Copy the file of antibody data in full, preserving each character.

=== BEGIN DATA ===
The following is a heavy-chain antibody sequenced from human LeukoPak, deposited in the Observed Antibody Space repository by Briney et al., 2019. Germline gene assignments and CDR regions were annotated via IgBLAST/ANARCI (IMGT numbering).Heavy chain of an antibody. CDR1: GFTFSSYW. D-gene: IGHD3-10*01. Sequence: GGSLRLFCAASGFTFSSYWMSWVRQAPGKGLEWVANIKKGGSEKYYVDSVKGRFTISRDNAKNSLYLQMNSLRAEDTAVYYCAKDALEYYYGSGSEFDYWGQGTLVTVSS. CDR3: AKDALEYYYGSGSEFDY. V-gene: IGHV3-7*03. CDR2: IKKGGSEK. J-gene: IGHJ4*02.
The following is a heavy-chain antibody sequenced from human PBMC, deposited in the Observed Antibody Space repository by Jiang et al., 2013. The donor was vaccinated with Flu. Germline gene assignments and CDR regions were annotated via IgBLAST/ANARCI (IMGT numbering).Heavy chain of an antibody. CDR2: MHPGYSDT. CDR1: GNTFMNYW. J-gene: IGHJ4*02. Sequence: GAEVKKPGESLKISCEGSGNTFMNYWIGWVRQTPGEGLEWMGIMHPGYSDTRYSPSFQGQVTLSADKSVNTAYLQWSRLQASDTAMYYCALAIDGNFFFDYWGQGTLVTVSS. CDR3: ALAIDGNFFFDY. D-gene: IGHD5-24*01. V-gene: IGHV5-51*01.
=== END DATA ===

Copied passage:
The following is a heavy-chain antibody sequenced from human LeukoPak, deposited in the Observed Antibody Space repository by Briney et al., 2019. Germline gene assignments and CDR regions were annotated via IgBLAST/ANARCI (IMGT numbering).Heavy chain of an antibody. CDR1: GFTFSSYW. D-gene: IGHD3-10*01. Sequence: GGSLRLFCAASGFTFSSYWMSWVRQAPGKGLEWVANIKKGGSEKYYVDSVKGRFTISRDNAKNSLYLQMNSLRAEDTAVYYCAKDALEYYYGSGSEFDYWGQGTLVTVSS. CDR3: AKDALEYYYGSGSEFDY. V-gene: IGHV3-7*03. CDR2: IKKGGSEK. J-gene: IGHJ4*02.
The following is a heavy-chain antibody sequenced from human PBMC, deposited in the Observed Antibody Space repository by Jiang et al., 2013. The donor was vaccinated with Flu. Germline gene assignments and CDR regions were annotated via IgBLAST/ANARCI (IMGT numbering).Heavy chain of an antibody. CDR2: MHPGYSDT. CDR1: GNTFMNYW. J-gene: IGHJ4*02. Sequence: GAEVKKPGESLKISCEGSGNTFMNYWIGWVRQTPGEGLEWMGIMHPGYSDTRYSPSFQGQVTLSADKSVNTAYLQWSRLQASDTAMYYCALAIDGNFFFDYWGQGTLVTVSS. CDR3: ALAIDGNFFFDY. D-gene: IGHD5-24*01. V-gene: IGHV5-51*01.